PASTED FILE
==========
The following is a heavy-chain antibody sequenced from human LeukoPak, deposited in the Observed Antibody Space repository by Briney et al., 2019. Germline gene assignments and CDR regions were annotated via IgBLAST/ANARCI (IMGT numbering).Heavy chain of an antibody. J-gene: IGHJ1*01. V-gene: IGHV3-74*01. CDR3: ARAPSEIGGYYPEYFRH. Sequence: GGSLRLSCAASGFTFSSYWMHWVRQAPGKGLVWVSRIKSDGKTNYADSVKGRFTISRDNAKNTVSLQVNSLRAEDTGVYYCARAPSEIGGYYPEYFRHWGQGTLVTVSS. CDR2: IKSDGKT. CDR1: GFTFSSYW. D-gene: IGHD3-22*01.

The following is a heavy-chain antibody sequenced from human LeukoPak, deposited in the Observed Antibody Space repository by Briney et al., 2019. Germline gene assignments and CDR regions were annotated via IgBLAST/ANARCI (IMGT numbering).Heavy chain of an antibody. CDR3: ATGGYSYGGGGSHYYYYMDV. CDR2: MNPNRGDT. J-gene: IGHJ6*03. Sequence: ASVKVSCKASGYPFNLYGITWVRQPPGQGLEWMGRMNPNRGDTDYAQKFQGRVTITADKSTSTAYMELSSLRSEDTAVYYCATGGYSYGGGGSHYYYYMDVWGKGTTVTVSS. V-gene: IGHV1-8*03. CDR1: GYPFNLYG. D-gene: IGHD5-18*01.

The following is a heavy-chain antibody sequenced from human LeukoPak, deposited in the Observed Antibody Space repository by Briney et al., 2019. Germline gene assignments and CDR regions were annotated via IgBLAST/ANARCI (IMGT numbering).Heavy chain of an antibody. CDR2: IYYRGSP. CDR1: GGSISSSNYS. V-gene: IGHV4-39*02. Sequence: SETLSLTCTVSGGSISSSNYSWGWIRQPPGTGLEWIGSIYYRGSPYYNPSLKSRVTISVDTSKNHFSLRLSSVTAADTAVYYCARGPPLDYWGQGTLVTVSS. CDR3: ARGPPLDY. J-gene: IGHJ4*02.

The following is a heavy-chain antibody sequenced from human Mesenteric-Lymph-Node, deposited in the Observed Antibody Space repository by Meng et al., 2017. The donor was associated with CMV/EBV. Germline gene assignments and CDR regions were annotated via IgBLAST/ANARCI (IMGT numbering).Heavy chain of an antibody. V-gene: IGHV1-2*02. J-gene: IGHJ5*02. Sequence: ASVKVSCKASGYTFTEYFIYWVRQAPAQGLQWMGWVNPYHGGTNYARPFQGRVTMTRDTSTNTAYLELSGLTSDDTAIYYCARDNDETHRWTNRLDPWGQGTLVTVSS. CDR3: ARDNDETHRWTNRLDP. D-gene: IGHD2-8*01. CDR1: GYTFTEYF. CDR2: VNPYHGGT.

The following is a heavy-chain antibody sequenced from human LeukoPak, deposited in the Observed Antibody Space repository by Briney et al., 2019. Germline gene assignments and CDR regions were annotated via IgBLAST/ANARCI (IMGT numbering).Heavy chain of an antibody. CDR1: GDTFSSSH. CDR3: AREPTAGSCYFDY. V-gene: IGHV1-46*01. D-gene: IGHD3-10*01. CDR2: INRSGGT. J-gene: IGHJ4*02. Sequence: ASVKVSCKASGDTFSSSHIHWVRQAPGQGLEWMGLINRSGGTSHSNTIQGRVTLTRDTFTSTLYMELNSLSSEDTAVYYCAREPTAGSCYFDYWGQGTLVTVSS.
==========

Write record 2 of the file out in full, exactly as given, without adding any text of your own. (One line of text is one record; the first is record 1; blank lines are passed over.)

The following is a heavy-chain antibody sequenced from human LeukoPak, deposited in the Observed Antibody Space repository by Briney et al., 2019. Germline gene assignments and CDR regions were annotated via IgBLAST/ANARCI (IMGT numbering).Heavy chain of an antibody. CDR3: ATGGYSYGGGGSHYYYYMDV. CDR2: MNPNRGDT. J-gene: IGHJ6*03. Sequence: ASVKVSCKASGYPFNLYGITWVRQPPGQGLEWMGRMNPNRGDTDYAQKFQGRVTITADKSTSTAYMELSSLRSEDTAVYYCATGGYSYGGGGSHYYYYMDVWGKGTTVTVSS. V-gene: IGHV1-8*03. CDR1: GYPFNLYG. D-gene: IGHD5-18*01.